A year and a half later, I owe Jill my life and my sanity. There are days now when I actually believe that I might be able to build a life worth living. These days are even starting to be more common than not.
    But I still don’t know WHY it works. I want to understand what it is that is happening in that room that helps so much.
    Don’t give up hope. No matter how many things you have tried, there is a therapist out there who is right for you… and he can be found.

  • barb quester

    dear therese, i so love your honesty and openness in your posts each day. i really look forward to what you have to say.
    i can’t say enough good things about my therapist. she has picked me up and dusted me off more times than i can count in the years she has taken care of me. i may not be here if it were not for her, and the meds. maybe it is inexplicable why we need both, but i thank God for both. they both keep me sane, calm, and alive. that’s why we need both.

  • http://chipur.com Bill White

    Dr. Jamison is simply a wonderful woman. Her story speaks volumes about her drive and mission, as well as UCLAs incredible support when she was on staff during her illness. What an employer! Thanks, Therese…

  • Meg Y

    I am in the place where I do believe in therapy with meds…but over a year (currently, not including past depressions/episodes) in trying to figure out what’s going on with my sleep (sleep study said 0% deep sleep-not good), moods (all over the place-crying, irritable, foggy thinking (i don’t think normal pple really know what that means-like you are losing your actual mind!) mad, sad, hate happy people, etc), in addition to having hypothyroidism and a 2.5 year old who kicks my butt everyday, i don’t know what to do, where to go, or how to make it better. i am at my witts end. I am tired of being in quick sand whith no way out. i hear ppl saying to just keep trying, but please, there must be a better way!! there has GOT to be a doctor out there who knows what he or she is doing, dare i ask takes insurance, and has the experience and insight to throw me a bone!! how do you find them before you miss out living your life???

  • GEM

    Hi Meg,
    Start with your insurance company. Get a list of providers that you could see. Then call a few and give a little bit of your story, enough that the person on the phone might be able to match you to the right person in the practice. Ask your friends, especially like-minded (church, for example) ones who they might recommend. You can ask for a male or female, special areas of interest, etc. Maybe there is even a website for the practice, including pictures of therapists.
    You may have medical issues, too, and perhaps your MD could recommend a therapist.
    I hope you will take the time for yourself, the time that is necessary to be the best mom you can be to that 2.5 year old! You are worth the investment.

  • http://www.athenacenter.com/depression-anxiety-treatment.php Audra Bailey

    Great post. So many people I have spoken to say that what works best for them is a combination of therapy and pills. A Canadian study found positive results with Omega 3 fatty acids, however I’m not sure that this would work for everyone. Has anyone tried Omega 3?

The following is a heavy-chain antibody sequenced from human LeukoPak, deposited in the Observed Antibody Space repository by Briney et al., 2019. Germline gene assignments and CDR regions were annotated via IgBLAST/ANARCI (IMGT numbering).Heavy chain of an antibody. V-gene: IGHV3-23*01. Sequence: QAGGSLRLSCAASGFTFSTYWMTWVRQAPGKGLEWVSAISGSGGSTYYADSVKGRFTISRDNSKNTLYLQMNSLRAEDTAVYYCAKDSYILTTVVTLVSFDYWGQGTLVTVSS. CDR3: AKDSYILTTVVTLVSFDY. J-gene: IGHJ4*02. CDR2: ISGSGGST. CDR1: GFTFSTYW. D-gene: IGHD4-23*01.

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  • Meg Y

    To GEM:
    Thanks for your suggestions. Looking back at my post I realize I didn’t really mention my main problem seems to be the TIME it seems to be taking to “find the right combination” of medications. I know this is just part of the process…you can’t just look into your brain and see which chemicals are lacking or too high. My frustration is with psychiatric professionals who I’ve been with over the years and years who just have never nailed it down for me. I do like my current psychiatrist who is very methodical in trying to determine what exactly is going on by only changing one variable at a time. It’s just so hard to try to maintain your life at the same time with any sort of patience or peace, at least for me. I just want my brain to work right, while going to therapy, and not feel I’ve wasted the past year with no progress. I know now that even though I’m going through this terrible time, God is with me and I need to trust Him more to guide me on the right path. You also mentioned that you hope I take the time I need to get better and be the best mom I can be…I feel sometimes like I have been taking TOO much time, filling my schedule with all these Dr. appts, trying to exercise and do things to improve my condition, and it has taken a toll on my marriage. Now we are adding marriage therapy to the list of Dr. appts, but it will be worth it.
    Thanks again,
    meg

  • Humphrey

    I really wonder what the truth is. For years and years I considered the possibility that i was suffering from depression, but maybe it was just a bad marriage, professional disappointments, procrastination, various mild health problems, overly critical of myself and subdry other malaises. I did several depression screenings and all came out negative.
    Resuming therapy to help myself cope with a difficult boss and unsympathetic spouse, the bright and humble psychotherapist asked me: “Do you think you might be suffering from depression?” I said that I that it was quite possible, and quite likely that antidepressants were really what was needed. She arranged an appointment with a kind and wise psychiatrist, and a few weeks later at my own request I was trying a very low dose of prozac and the world has become a better place for me. I kept it a secret from the beast-wife, but a few weeks later she asked me what magic my new therapist was performing because she sees taht I am happier and in better mood than in many years. The next night she asked straight out: “Are you taking some medication?”
    The transformation of my life has been fabulous, and I have never looked back! Thank you wise therapist and kind psychiatrist, you have turned my life around, I wish I had done this years earlier. If not for religious faith I might not have lived to see this day, I think it was only belief (or maybe love of my children) that stopped me from ending my own life.

  • http://AddaURLtothiscomment brittany

    What page is this on?